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Censorship scandal over Bahrain documentary from CNN

Bad suspicion against CNN: The US news channel does not broadcast a critical documentary about the repression in the Gulf state of Bahrain – out of consideration for the regime?

Did you see any mistakes?

In March 2011 the Arab Spring was in full swing. After Tunisia, Egypt and Libya, people also took to the streets in Bahrain. They demanded a new government and a new constitution. The kingdom reacted with violence, shooting at civilians. People lost their lives, opposition members were arrested. After Saudi Arabia hurried to the neighboring country with tanks to help, the resistance was broken.

The Arab world in upheaval

In the same month, the US channel CNN began producing a documentary on the significance of Internet technologies and social media for democracy activists in the Middle East. Among other things, correspondent Amber Lyon spent eight days in Bahrain, supported by the USA, documenting the brutality with which the regime in Manama took action against the demonstrators. But the report was never broadcast on CNN International (CNNi). Despite repeated requests from employees, the station refused to show the elaborately produced documentary internationally.

Doku won several media awards

The Guardian has now linked the refusal to money that the Bahraini government allegedly channelled to the TV station. The payments would undermine the news channel’s journalistic independence, writes the British daily.

13 minutes of the film shown in the US on 19 June 2011 are about Bahrain. One sees in it how sharply demonstrators are shot. Children report how their fathers were arrested before their eyes. Activists tell how the regime reacted to the protests with torture. The article received several media awards. Nevertheless, the documentary never crossed the screen on CNNi, the most watched English-language news channel in the Middle East.

Film author never received an answer

For political journalist Glenn Greenwald of the “Guardian”, CNNi’s action is astonishing in several respects: the production costs for “iRevolution” were very high at 100,000 francs. For years CNN and CNNi have had strict budget targets. A long-time employee who wanted to remain anonymous described “iRevolution” as “an expensive, high-quality international story about the Arab Spring”. CNN had already paid the contribution, CNNi would have had free access to it. This makes it “very unusual for the employee that it was not broadcast”.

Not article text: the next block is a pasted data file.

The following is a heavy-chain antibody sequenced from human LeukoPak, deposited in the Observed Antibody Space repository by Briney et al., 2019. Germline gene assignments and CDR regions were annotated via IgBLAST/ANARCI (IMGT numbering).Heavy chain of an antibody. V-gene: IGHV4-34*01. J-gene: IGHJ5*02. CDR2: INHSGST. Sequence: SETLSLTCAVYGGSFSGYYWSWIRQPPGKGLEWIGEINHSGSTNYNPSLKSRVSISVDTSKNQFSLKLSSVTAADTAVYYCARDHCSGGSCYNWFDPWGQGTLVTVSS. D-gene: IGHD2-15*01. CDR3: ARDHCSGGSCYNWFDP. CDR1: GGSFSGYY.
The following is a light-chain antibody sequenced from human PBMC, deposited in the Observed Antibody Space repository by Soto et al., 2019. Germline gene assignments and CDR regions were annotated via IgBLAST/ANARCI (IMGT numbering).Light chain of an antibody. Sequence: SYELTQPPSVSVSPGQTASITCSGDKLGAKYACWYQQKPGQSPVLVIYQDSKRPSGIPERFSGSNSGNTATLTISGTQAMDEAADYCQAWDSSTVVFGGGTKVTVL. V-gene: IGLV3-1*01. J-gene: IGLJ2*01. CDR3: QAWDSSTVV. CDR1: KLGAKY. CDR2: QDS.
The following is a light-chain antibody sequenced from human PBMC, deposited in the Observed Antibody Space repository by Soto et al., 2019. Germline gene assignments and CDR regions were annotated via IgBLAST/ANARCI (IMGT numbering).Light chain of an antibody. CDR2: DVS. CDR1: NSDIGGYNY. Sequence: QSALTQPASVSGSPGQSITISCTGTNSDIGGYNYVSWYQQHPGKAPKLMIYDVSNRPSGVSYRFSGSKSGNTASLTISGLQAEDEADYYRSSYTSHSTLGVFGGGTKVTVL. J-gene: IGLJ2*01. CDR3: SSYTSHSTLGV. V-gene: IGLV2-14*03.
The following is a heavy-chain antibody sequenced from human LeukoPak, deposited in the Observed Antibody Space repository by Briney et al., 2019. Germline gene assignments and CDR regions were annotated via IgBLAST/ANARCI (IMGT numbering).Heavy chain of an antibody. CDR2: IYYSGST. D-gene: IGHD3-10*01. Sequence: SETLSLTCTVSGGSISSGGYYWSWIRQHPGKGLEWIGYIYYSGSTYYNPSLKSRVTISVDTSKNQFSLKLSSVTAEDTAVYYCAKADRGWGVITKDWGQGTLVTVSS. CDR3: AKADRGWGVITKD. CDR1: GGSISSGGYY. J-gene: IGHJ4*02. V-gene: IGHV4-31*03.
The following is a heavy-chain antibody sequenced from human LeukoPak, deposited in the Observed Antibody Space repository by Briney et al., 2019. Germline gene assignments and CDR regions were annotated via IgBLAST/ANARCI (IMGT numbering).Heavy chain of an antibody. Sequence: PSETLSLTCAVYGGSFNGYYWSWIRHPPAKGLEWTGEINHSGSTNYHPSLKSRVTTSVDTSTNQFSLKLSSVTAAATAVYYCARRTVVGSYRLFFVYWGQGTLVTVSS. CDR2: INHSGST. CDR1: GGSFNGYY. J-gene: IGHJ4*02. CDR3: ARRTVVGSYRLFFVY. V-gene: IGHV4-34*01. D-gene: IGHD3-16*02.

The station’s producers and reporters had complained that CNNi did not broadcast “iRevolution. The film’s author, Amber Lyon, met with CNNi’s president on several occasions to find out why it was withheld. But she never received an answer – instead, according to the Guardian, a request not to speak publicly about the subject anymore.

Has the author been handicapped at work?

CNN itself says the documentary was produced for CNN USA. It wasn’t broadcast as a whole on CNNi, but parts of it were. “Such decisions are only made for editorial reasons,” it says in a statement. The situation in Bahrain has been the subject of several critical reports since February 2011.

Correspondent Amber Lyon, however, claims that she has already been hindered in her research work. CNN had asked her to include statements in her contribution that were incorrect. For example, she had to quote Bahrain’s foreign minister, who said that there was no shooting at unarmed civilians. “I couldn’t believe CNN got me to introduce something into my report that I knew was lies from the government.

“Strategy of Extensive Financial Agreements.”

In the “Guardian”, political journalist Greenwald assumes a massive PR campaign with which Bahrain has tried to boost its image. Since spring 2011, 32 million Swiss francs have been spent on this campaign. A lot of money has gone to PR firm Qorvis Communications in Washington, which has often been a leader in lawsuits against Bahrain reporting. Since the 2008 financial crisis, CNN’s dependence on state money from Arab regimes has increased significantly.

CNN is pursuing a “strategy of extensive, multifaceted financial agreements” with various repressive Arab regimes, writes the “Guardian”. This is particularly clear in Bahrain. CNN pursues journalistically questionable ways of obtaining state money, the article reads. “The government of Bahrain is exploiting the possibilities, the CNNi offers the most aggressive.

CNN says that advertising and sponsored content have been broadcast since the 1990s. However, the editorial and commercial areas are strictly separated. Such agreements would have no influence whatsoever on editorial work. In addition, CNN received only a very small amount of advertising from Bahrain.

No secrecy agreement

Amber Lyon no longer works for CNN. She was dismissed in March 2012 as a result of restructuring. On Twitter she commented on the case herself – whereupon she promptly received mail from CNN asking her to hold back, otherwise payments to her would be stopped. Lyon stresses that she has not signed a confidentiality agreement with CNN. “I became a journalist to expose, not to cover. And I’m not willing to keep silent any longer, even if it means losing those payments.”